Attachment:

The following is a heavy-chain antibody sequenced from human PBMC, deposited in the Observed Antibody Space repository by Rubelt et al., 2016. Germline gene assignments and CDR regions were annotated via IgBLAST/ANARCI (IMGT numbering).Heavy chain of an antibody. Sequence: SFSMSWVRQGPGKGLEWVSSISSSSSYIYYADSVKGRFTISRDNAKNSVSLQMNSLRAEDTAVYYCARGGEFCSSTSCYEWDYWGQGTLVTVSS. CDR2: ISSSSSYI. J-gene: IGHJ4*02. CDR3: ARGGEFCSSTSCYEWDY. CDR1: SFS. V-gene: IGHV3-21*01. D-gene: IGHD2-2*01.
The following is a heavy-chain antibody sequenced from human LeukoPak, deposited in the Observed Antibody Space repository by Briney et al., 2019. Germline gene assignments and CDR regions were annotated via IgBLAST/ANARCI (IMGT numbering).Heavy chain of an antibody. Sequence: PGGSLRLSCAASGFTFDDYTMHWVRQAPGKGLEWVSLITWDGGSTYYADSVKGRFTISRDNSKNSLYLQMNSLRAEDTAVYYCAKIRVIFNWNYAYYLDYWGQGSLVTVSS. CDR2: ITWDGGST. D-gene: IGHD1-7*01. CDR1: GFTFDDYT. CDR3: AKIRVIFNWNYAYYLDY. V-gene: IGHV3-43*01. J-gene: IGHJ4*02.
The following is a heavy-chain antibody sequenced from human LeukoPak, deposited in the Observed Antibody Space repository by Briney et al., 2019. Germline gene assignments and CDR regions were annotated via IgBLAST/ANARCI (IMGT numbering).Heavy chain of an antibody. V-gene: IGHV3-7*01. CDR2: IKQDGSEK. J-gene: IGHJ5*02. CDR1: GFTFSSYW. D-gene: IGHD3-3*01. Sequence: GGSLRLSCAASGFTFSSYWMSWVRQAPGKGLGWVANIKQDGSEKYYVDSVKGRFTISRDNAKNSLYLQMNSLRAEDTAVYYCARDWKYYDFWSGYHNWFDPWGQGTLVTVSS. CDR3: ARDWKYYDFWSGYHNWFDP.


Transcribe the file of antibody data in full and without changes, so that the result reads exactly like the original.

The following is a heavy-chain antibody sequenced from human PBMC, deposited in the Observed Antibody Space repository by Rubelt et al., 2016. Germline gene assignments and CDR regions were annotated via IgBLAST/ANARCI (IMGT numbering).Heavy chain of an antibody. Sequence: SFSMSWVRQGPGKGLEWVSSISSSSSYIYYADSVKGRFTISRDNAKNSVSLQMNSLRAEDTAVYYCARGGEFCSSTSCYEWDYWGQGTLVTVSS. CDR2: ISSSSSYI. J-gene: IGHJ4*02. CDR3: ARGGEFCSSTSCYEWDY. CDR1: SFS. V-gene: IGHV3-21*01. D-gene: IGHD2-2*01.
The following is a heavy-chain antibody sequenced from human LeukoPak, deposited in the Observed Antibody Space repository by Briney et al., 2019. Germline gene assignments and CDR regions were annotated via IgBLAST/ANARCI (IMGT numbering).Heavy chain of an antibody. Sequence: PGGSLRLSCAASGFTFDDYTMHWVRQAPGKGLEWVSLITWDGGSTYYADSVKGRFTISRDNSKNSLYLQMNSLRAEDTAVYYCAKIRVIFNWNYAYYLDYWGQGSLVTVSS. CDR2: ITWDGGST. D-gene: IGHD1-7*01. CDR1: GFTFDDYT. CDR3: AKIRVIFNWNYAYYLDY. V-gene: IGHV3-43*01. J-gene: IGHJ4*02.
The following is a heavy-chain antibody sequenced from human LeukoPak, deposited in the Observed Antibody Space repository by Briney et al., 2019. Germline gene assignments and CDR regions were annotated via IgBLAST/ANARCI (IMGT numbering).Heavy chain of an antibody. V-gene: IGHV3-7*01. CDR2: IKQDGSEK. J-gene: IGHJ5*02. CDR1: GFTFSSYW. D-gene: IGHD3-3*01. Sequence: GGSLRLSCAASGFTFSSYWMSWVRQAPGKGLGWVANIKQDGSEKYYVDSVKGRFTISRDNAKNSLYLQMNSLRAEDTAVYYCARDWKYYDFWSGYHNWFDPWGQGTLVTVSS. CDR3: ARDWKYYDFWSGYHNWFDP.